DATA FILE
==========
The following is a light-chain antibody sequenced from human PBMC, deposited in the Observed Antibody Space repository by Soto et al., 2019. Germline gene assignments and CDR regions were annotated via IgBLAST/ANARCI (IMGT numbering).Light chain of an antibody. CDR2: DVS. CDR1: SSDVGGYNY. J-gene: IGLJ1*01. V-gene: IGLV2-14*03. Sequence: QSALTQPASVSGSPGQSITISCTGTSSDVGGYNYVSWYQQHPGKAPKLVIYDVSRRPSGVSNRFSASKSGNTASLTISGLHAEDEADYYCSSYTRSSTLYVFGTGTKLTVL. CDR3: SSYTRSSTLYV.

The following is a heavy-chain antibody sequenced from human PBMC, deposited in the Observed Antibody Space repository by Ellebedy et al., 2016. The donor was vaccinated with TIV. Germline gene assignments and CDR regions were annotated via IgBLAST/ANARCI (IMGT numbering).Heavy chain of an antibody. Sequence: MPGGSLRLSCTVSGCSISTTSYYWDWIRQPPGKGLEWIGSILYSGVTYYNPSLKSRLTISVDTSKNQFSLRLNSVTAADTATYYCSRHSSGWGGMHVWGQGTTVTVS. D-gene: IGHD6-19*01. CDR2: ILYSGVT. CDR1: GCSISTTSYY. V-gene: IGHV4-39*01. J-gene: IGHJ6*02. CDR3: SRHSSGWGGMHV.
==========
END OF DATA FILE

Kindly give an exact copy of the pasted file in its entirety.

The following is a light-chain antibody sequenced from human PBMC, deposited in the Observed Antibody Space repository by Soto et al., 2019. Germline gene assignments and CDR regions were annotated via IgBLAST/ANARCI (IMGT numbering).Light chain of an antibody. CDR2: DVS. CDR1: SSDVGGYNY. J-gene: IGLJ1*01. V-gene: IGLV2-14*03. Sequence: QSALTQPASVSGSPGQSITISCTGTSSDVGGYNYVSWYQQHPGKAPKLVIYDVSRRPSGVSNRFSASKSGNTASLTISGLHAEDEADYYCSSYTRSSTLYVFGTGTKLTVL. CDR3: SSYTRSSTLYV.

The following is a heavy-chain antibody sequenced from human PBMC, deposited in the Observed Antibody Space repository by Ellebedy et al., 2016. The donor was vaccinated with TIV. Germline gene assignments and CDR regions were annotated via IgBLAST/ANARCI (IMGT numbering).Heavy chain of an antibody. Sequence: MPGGSLRLSCTVSGCSISTTSYYWDWIRQPPGKGLEWIGSILYSGVTYYNPSLKSRLTISVDTSKNQFSLRLNSVTAADTATYYCSRHSSGWGGMHVWGQGTTVTVS. D-gene: IGHD6-19*01. CDR2: ILYSGVT. CDR1: GCSISTTSYY. V-gene: IGHV4-39*01. J-gene: IGHJ6*02. CDR3: SRHSSGWGGMHV.